Backstory of the Kings 19: Jeroboam II and Uzziah

Posted by Worldview Warriors On Friday, January 26, 2024 0 comments

by Charlie Wolcott

I wanted to address both of these kings in one go because ultimately, Scripture does not say much about them. Jeroboam II has the longest reign of Israel at 41 years yet is barely given half a chapter of coverage. All he is known for doing is continuing in the sins of Jeroboam and for restoring Israel’s territory that Syria had taken during the reigns of Ahab through Jehoash. Uzziah had the 2nd longest reign of Judah at 52 years, and he gets a bit more attention – a full chapter. I have noted that Scripture is more concerned about each king’s spiritual state and the nation’s spiritual state than any political or social setting. So though it touches on the latter, Scripture emphasizes the former.

Jeroboam II was one of the strongest kings of Israel whom God used to restore its lands because he was not ready to evict them from the land for their idolatry. However, he never followed the Lord. There is no indication of him being an immoral king, just an idolatrous king. He let the idols stick around, and that is all that is said about him.

Uzziah came to the throne at a mere 16 years old because his father was assassinated for bowing before Edom’s idols and his foolish battle against Israel. He reigned for 52 years and walked in the ways of the Lord except not actively tearing down the high places of idol worship. But he went to the Temple to worship and did things God’s way for the most part. He sought the Lord, which cannot be said about Joash or Amaziah. Uzziah made Judah likely the strongest they had been since the days of Solomon. He subdued the Philistines and the Ammonites and held off attacks from Arabia. He built up Jerusalem’s defenses and became quite powerful. He didn’t have to fight against Joash or Jeroboam II of Israel. But his strength became his weakness, and he became proud. He went to offer incense in the temple, a job only the priests could do, and God struck him with leprosy of which he would die.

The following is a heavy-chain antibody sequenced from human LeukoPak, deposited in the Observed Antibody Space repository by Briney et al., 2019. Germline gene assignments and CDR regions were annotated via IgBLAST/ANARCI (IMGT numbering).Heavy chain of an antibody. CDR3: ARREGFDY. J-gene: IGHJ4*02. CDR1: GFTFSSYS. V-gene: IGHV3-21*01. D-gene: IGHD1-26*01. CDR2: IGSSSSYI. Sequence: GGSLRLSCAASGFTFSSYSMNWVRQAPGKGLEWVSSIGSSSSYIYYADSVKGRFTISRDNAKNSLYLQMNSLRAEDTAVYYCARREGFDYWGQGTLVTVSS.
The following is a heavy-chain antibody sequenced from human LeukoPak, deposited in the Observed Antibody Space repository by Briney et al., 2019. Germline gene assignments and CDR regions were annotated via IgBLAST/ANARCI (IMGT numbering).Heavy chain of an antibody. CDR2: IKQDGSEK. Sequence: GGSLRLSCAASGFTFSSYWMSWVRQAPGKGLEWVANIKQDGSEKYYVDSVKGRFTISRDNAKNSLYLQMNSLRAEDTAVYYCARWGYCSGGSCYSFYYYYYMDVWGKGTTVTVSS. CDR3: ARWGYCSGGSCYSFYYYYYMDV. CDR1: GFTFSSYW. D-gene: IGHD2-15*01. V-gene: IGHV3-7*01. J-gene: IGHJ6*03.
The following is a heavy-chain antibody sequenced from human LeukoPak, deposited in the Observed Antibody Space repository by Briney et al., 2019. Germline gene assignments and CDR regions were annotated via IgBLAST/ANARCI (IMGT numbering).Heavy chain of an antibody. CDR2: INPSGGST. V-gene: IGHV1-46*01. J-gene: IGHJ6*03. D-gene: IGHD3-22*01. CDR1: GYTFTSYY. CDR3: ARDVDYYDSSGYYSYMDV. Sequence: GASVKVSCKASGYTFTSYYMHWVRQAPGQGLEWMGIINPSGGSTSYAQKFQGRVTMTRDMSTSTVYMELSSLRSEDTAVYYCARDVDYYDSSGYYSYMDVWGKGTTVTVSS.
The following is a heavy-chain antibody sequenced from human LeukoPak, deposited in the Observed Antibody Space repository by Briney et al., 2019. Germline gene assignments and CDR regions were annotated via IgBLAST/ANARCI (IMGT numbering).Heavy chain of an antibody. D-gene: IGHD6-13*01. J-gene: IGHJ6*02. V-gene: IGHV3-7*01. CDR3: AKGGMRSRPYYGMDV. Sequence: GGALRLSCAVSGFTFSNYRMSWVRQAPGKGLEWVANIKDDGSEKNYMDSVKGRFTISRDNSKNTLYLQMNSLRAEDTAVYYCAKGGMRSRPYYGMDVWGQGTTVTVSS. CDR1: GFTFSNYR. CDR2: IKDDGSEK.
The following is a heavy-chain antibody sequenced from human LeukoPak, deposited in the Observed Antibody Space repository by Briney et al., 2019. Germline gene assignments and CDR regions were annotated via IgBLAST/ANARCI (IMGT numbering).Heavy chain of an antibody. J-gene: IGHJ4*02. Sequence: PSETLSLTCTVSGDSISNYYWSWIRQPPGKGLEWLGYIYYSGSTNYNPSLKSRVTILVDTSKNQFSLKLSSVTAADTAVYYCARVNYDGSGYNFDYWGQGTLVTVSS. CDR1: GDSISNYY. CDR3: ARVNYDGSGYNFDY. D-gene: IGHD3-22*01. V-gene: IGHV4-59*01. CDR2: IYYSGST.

So, what are the backgrounds of these kings? Jeroboam II was the third king following Jehu, and his son Zechariah would finish the promise of God for four generations. Jeroboam’s rule indicates he would have been rather young when he became king to have a 41-year reign. He would have been a child or teenager when Jehoash fought against Amaziah and visited Elisha on his deathbed. Biblical prophets Amos and Hosea were prophesying in Israel, and so Jeroboam would have heard the messages. Again, there is no indication of him heeding them, repenting, or outright rejecting them; no comment is made. We just know that Jeroboam went about his business as a normal ruler who sought the best of for his kingdom, was not blatantly immoral, but never sought after the Lord.

Uzziah was a teenager when he saw his father win over Edom, take the idols, and then stupidly go to war with Jehoash. He knew his grandfather was assassinated, and now his own father was assassinated. He really didn’t want to walk the same path. We don’t know what Biblical prophets were speaking to him, but Uzziah was the first king since Jehoshaphat where Scripture explicitly states that he sought the Lord. His morality was overall about the same as his father Amaziah’s, and he knew that God was indeed real. No indication in Uzziah’s background would show a seed of his going to burn incense. That resulted from his pride that developed while he ruled and gained strength. And it was in that time of Uzziah’s leprosy that Isaiah began his ministry and had his vision of the throne room. Isaiah was in training as a prophet and would soon become the prophet for the king’s court.

One thing I pick up from these two kings, who in a political and social context should receive a large percentage of attention, is that God doesn’t bother with people who seem to cruise in their lives. There is no indication of growth or decline in Jeroboam II. There is only a decline in Uzziah and only at the end of his life. Uzziah sought the Lord and was obedient, but besides a few battles and a giant overview, only his sin is discussed in detail. When we see the Bible dealing with political situations, it refers to how they tie their trust to God or not.

We will soon look at Ahaz and Hezekiah, Uzziah’s grandson and great-grandson, where we get a strong emphasis on the political situation because it is a comparison between two kings who trusted the Lord versus trusting in the foreign nations for help. During Uzziah’s reign, another nation began to grow in power: Assyria. Assyria would be a nation that would wipe out the whole northeast part of the Middle East. Syria was beaten three times by Jehoash, and so both Judah and Israel did not have significant political or military powers threatening them. But they would be regaining their power, and we’ll see Syria, and particularly Assyria, showing their might before long.

Next week, we’ll look at a series of kings of Israel in another political tumult that sets things up for the conquest by Assyria. Then we’ll come back to Judah to look at Jotham and Ahaz.

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